Though the building seemed to have an organized and efficient layout, by February of 1898, according to the town history, "the company was hampered by its 'small financial resources', which ultimately led to its failure."

On March 1, 1899, the firm failed and the business was turned over the C.W. Fling and finally on March 3, all work in the factory stopped and, "the Bristol Shoe Company seemed to have ended in financial disaster for all involved."

With the large empty mill, stockholders of the Bristol Improvement Company voted to "lease the shoe factory at $500 per year for cutting and grinding mica" in June of 1899. It is not clear if a mica grinding company occupied the building in 1903, but in June of 1900, the Bristol Improvement Company allowed the Bristol Electric Light Company to lease part of the building to store its supplies.

Though part of the building was being leased as storage, a large photo of the factory ran on the front page of the paper in July of 1902, saying that the Bristol Improvement Company was looking to sell or lease the property.

By Oct. 8, 1903, stockholders in the Bristol Improvement Committee met to discuss a new possible tenant for their building. Frank E. Merrill from Farmington wanted to use the factory as a shoe factory.

In early November, the Bristol Electric Light Company moved out and in mid November, "train car loads full or equipment were shipped from Farmington to Bristol." By the end of the month, Merrill and several employees arrived, and machinery was installed.

Merrill used the name White River Shoe Company, and it was reported that this was the longest lives shoe firm to occupy the building from 1904 to 1908.

The use and owner of the building changed once again and in June of 1910 the Monarch (-Standard) Mica Mining Co. had purchased the property, to use the building for the purpose of cutting mica. Mica, was used of various things in the early and mid 1900's. "Ground mica is used in wall papers, and very extensively in the manufacture of lubricating grease and for other purposes."

The Monarch Standard Mica Mining Co. was short lived, only operating from 1911 to 1913 because the company was unable to keep up on mortgage payments for the factory. The property was seized and returned to the Bristol Improvement company on august 1, 1916.

The building didn't stay empty for long, as General Electric had become very interested in the mica mining business because it could be used for insolating purposes and purchases a "mud mine" near Alexandria.

General Electric announced on Aug. 16 that that same week, the factory building would undergo extensive repairs. The repairs spanned from August through September, and on Oct. 22, work at the factory began with five employees. Since there was so much mica at hand, by mid November, General Electric had increased its work force to 30 employees.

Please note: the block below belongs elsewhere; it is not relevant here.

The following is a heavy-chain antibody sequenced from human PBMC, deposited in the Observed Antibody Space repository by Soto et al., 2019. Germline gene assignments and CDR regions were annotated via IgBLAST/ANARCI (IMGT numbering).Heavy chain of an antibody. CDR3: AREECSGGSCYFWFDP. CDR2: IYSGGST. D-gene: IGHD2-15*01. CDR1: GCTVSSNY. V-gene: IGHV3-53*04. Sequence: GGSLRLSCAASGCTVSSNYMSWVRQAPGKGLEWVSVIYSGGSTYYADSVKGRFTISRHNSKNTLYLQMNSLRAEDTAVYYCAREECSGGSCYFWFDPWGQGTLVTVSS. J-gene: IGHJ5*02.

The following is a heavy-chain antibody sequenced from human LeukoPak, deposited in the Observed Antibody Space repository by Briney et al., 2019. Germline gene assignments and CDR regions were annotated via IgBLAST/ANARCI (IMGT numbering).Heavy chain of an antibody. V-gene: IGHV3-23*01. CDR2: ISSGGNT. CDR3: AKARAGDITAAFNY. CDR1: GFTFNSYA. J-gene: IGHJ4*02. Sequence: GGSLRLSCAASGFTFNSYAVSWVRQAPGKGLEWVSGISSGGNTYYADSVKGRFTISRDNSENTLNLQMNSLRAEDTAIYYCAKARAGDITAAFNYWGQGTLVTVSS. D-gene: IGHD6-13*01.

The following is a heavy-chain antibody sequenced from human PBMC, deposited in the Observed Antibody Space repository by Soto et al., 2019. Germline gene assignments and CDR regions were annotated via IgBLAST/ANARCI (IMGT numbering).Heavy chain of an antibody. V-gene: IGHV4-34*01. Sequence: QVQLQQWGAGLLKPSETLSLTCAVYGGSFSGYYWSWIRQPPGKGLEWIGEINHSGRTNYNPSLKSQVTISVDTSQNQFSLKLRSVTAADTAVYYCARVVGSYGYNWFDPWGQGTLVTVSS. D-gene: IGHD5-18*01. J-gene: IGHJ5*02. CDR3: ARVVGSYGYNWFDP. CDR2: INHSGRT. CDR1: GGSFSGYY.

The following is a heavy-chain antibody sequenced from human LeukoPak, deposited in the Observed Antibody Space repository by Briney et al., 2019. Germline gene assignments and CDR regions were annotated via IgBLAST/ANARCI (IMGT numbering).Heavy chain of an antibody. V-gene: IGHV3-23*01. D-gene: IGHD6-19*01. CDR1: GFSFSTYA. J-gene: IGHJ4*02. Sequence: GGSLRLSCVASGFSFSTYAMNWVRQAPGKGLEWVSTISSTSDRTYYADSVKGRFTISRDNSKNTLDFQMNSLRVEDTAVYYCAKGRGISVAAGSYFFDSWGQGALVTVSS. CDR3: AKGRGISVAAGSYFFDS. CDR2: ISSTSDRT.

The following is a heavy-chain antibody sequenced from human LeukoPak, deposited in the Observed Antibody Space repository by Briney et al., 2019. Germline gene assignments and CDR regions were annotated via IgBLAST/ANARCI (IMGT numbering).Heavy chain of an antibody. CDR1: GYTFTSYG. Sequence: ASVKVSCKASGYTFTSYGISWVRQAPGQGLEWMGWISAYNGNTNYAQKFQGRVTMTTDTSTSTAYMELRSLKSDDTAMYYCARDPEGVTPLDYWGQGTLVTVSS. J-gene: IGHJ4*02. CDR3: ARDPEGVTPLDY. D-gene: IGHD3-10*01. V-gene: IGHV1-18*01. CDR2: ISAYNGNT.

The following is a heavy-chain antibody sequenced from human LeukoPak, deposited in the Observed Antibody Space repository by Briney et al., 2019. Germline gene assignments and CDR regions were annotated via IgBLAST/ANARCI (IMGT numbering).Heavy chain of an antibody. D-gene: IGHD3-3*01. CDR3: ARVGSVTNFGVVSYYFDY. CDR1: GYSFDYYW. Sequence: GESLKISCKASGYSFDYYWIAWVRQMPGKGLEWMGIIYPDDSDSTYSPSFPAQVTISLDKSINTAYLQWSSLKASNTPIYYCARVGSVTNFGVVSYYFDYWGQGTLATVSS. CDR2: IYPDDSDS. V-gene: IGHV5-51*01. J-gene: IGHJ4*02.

The mica mill was idle in the 1940's, when Robert Patten visited and his grandfather, who was the former superintendent of the factory, was caring for the unused factory. It is found that there was no mica manufacturing from 1937 to 1943, but there may have been a brief stint where the factory reopened in 1944 to help with wartime needs.

General Electric sold the factory to Nathan H. Morrison of Bristol in 1963, who in turn sold it in July of 1970 to Dan Ames of Bristol. Ames owned the property for two years and sold it to Alban and Marie Landry. "During the Landry ownership, Ernest Adams set up a woodworking shop in the building. The shop was used to make educational kits, notably the wooden parts for a mathematics kits sold through the McGraw Hill Company."

The Landrys repaired the building while it was under their ownership, installing a new roof, fixing any broken glass windows and repairing the elevator and electrical system. They then sold the building in August of 1977 to Richard and Patricia Leclercs of Bristol and Marcel and Mary Leclercs of Manchester.

The Leclercs family moved their auto parts store into the factory. They did some minor renovations including installing a woodstove and an oil burning, forced hot air heating system for the first floor rooms. It was stated that the building was still in good repair when the Leclercs owned it.

In August of 1984, the Leclercs sold the building to Richard Abbott of Boston, who talked about using the building as an antique consignment shop, but in 1995, it was found to be used only as storage, with "a small area for living quarters when he was working in the building."

In March of 1998, Abbott sold the building to John J. Suldenski of Sunrise Properties in Franklin. "Suldenski planned to renovate the building for condominium housing units. He did receive a building permit for eight two-bedroom units in 2005. But he was unable to obtain sufficient financing for the complete project."

Suldenski did raise funds for some renovations to the building, including removal of window sashes, the chimney, interior sheathing and walls. He also repaired parts of the roof, ceilings and floors and rebuilt part of the south wall. Despite his efforts, there roof partially collapsed on Feb. 11, 2009.

In May 2010, the Bristol tax collector took the property and deeded it to the town of Bristol for unpaid taxes, which is how the building came to be demolished.

"Overall, despite the hopes of the builders of the Mica Mill, the role of the building in the development of Bristol must be considered a limited one," states the town's history.

For more information, or to access the complete New Hampshire Department of Historical Resources report, contact the Bristol Historic Society.

Martin Lord Osman